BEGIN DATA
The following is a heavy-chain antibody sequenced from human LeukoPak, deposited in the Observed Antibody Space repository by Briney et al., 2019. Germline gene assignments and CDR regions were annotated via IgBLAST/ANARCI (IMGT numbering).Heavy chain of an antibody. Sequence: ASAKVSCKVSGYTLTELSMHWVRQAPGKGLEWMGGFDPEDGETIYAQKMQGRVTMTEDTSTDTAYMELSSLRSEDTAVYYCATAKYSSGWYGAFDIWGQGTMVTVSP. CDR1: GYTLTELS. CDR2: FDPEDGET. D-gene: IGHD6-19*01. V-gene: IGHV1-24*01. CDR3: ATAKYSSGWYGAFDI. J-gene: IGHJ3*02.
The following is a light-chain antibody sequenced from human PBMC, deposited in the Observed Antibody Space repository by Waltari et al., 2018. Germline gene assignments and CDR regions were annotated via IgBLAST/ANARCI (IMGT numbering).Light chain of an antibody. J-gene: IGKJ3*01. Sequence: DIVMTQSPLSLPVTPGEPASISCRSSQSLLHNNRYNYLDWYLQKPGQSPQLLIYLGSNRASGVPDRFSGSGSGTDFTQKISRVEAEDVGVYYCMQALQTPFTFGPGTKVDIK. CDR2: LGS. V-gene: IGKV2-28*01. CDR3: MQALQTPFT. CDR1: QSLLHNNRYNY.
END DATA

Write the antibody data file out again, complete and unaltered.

The following is a heavy-chain antibody sequenced from human LeukoPak, deposited in the Observed Antibody Space repository by Briney et al., 2019. Germline gene assignments and CDR regions were annotated via IgBLAST/ANARCI (IMGT numbering).Heavy chain of an antibody. Sequence: ASAKVSCKVSGYTLTELSMHWVRQAPGKGLEWMGGFDPEDGETIYAQKMQGRVTMTEDTSTDTAYMELSSLRSEDTAVYYCATAKYSSGWYGAFDIWGQGTMVTVSP. CDR1: GYTLTELS. CDR2: FDPEDGET. D-gene: IGHD6-19*01. V-gene: IGHV1-24*01. CDR3: ATAKYSSGWYGAFDI. J-gene: IGHJ3*02.
The following is a light-chain antibody sequenced from human PBMC, deposited in the Observed Antibody Space repository by Waltari et al., 2018. Germline gene assignments and CDR regions were annotated via IgBLAST/ANARCI (IMGT numbering).Light chain of an antibody. J-gene: IGKJ3*01. Sequence: DIVMTQSPLSLPVTPGEPASISCRSSQSLLHNNRYNYLDWYLQKPGQSPQLLIYLGSNRASGVPDRFSGSGSGTDFTQKISRVEAEDVGVYYCMQALQTPFTFGPGTKVDIK. CDR2: LGS. V-gene: IGKV2-28*01. CDR3: MQALQTPFT. CDR1: QSLLHNNRYNY.